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Conscious Empowered Birth
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Misconceptions by Naomi Wolf
Reviewed by Cristin Tighe

 

This book gives an honest account of the ups and down of pregnancy and birth for many American woman. Naomi is intelligently critical of the limitations imposed on women regarding birthing choices, cultural support and the reality for moms with a newborn baby. Her account of how women are disempowered around their choices regarding birth location, interventions, support and security are grounded in both personal experiences and in academic backing. The book is written as a story, so is easy to follow and entertaining, while also being packed with information and decisive, significant questions.

She describes typical mis-conceptions (p.113-135) that woman should be aware of: (1) the hospital approach is safest (not true for low-risk mothers because hospitals increase stress which can lead to high blood pressure, fetal stress, and delayed or problematic labor); (2) fetal monitors protect the baby (actually 40-60% of the time external monitoring is inadequate, and women unable to move around experience more pain, thus more likelihood of labor being induced, epidural use and c-sections); (3) “normal” birth position is conducive to labor and delivery (this position, introduced by voyeur Louis XIV who wanted to observe his mistress in labor, decreases the emotional and physical support available to women who can move freely, kneel to rotate the baby, squat to take advantage of gravity, feel support of being held from behind, receive massage, take showers, etc, so the position amounts to more pain and less easeful movement of the baby through the birth canal); (4) the Friedman curve determines a safe window for labor (this theory states that dilation of one centimeter should occur for every hour of labor), causing pressure on women to “perform” which may slow labor and defy what some perceive as a reality that labor starts and stops); (5) the doctor/hospital will offer adequate emotional support (often the physical contact that women crave to ease labor, is not seen as appropriate for medical staff, and varied nurses, doctors, residents coming in and out does not facilitate confidence, which is sad because emotional support leads to better contractions and less likelihood of interventions); (6) epidurals are necessary (labor and delivery pain can be managed if women are prepared, and epidurals take away not only pain but feeling, as well as requiring other interventions such as local anesthetic and pitocin for contractions which shifts the natural hormonal balance that helps with pain, etc.); (7) episiotomy should be part of standard care (time pressures usually creates the need for this procedure which actually cuts into deep-muscle tissue, has long-term associated risks of blood loss, infection, pain and emotional trauma) when, ironically, with time the natural hormones/processes can maintain the safety of the perineum and the baby’s birth with much less trauma); (8) you will require an emergency cesarean-section (this is not a routine procedure, but typically requires the uterus to be taken out of the body to be sutured up and involves risks like all major surgeries; also the rate of c-section has dramatically increased since the 1970s in the U.S. and many countires (in the U.S., was 6-10%, in the 1980s 40% and in 1990s 25%) because it is convenient and sometimes necessary after inducing labor and having an epidural); (9) you will be treated according to your medical needs, not your race of class (a disproportional induction of labor in women of color suggests that medical practitioners are less likely to wait around for non-white women).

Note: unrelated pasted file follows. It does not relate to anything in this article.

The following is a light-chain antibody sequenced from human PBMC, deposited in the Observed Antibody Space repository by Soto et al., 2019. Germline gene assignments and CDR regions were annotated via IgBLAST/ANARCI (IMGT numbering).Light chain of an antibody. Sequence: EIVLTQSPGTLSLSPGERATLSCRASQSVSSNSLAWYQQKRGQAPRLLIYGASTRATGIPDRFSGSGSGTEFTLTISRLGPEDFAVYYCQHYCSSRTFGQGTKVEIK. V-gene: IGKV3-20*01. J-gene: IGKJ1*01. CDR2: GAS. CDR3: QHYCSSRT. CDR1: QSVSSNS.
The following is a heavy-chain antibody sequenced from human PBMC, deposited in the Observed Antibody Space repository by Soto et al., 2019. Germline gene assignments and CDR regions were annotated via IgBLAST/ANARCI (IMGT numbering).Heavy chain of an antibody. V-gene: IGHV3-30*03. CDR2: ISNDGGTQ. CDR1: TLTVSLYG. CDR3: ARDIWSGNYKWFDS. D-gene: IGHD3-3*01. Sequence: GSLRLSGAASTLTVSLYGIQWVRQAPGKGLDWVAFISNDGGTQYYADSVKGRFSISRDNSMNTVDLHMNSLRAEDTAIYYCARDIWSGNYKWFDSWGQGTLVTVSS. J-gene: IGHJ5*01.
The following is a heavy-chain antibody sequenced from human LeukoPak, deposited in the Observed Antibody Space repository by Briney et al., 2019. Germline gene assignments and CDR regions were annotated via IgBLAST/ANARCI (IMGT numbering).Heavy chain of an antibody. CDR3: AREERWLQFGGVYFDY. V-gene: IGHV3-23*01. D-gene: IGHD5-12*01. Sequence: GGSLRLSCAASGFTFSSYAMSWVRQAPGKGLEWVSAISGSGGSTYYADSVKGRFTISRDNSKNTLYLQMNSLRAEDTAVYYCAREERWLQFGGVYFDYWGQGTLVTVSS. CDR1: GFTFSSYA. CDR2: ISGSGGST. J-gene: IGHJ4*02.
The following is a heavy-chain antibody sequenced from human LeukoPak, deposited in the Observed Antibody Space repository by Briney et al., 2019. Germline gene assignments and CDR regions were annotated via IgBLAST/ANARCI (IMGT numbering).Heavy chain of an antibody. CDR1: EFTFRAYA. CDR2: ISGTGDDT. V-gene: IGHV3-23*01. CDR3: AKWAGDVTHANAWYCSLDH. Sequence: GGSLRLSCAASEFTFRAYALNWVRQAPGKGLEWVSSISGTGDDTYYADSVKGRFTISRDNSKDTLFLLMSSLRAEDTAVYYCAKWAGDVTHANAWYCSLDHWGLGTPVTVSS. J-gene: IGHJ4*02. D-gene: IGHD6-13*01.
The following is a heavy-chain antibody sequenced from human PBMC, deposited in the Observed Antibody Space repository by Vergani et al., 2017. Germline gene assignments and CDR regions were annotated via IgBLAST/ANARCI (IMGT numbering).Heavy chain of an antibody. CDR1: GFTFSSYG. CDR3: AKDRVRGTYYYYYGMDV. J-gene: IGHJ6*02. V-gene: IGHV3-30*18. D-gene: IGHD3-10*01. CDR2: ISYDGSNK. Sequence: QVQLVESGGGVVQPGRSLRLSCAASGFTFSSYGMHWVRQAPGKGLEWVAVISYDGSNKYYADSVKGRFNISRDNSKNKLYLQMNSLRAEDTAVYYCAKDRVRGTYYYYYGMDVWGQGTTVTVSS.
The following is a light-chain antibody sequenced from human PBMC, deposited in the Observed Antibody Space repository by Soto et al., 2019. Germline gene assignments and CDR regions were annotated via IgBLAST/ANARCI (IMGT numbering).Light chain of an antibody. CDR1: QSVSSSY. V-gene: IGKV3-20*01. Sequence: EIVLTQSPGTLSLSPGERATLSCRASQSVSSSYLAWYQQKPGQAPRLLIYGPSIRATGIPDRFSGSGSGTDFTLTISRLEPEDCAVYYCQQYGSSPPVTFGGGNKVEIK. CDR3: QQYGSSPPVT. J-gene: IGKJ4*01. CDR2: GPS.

Regarding women’s birthing options, Naomi describes the perceived “two doors” (p.110-113) that women chose– (1) high-technology hospital birth or (2) natural birth with a mid-wife (often taken to the extreme that women should birth without drugs or medical interventions and at home). In the U.S., hospital births are popular because of liability issues and profitability for obstetricians/medical institutions. The other option, that is not so seemingly available -- or even little known to mothers -- is a supportive birth center (p.140) associated with a hospital where women feel secure, make their own choices, but also know that if emergencies arise the opportunity exists to take advantage of technological resources. (Naomi gives an example of Ina May Gaskin, a well-known mid-wife with peer-reviewed, evidence-based proof of healthy babies/moms after natural birth.)  Regarding women’s options after birth, the book ends with some real stories of women (p.161-192) shifting into their new roles as mothers, while maintaining their relationships and trying not to lose themselves. She asks some tough questions (p.193-199) about American culture, feminism’s support of mothers, and how women are really left to struggle and sacrifice in a country which under-values the role of the mother and child caregivers in so many ways.

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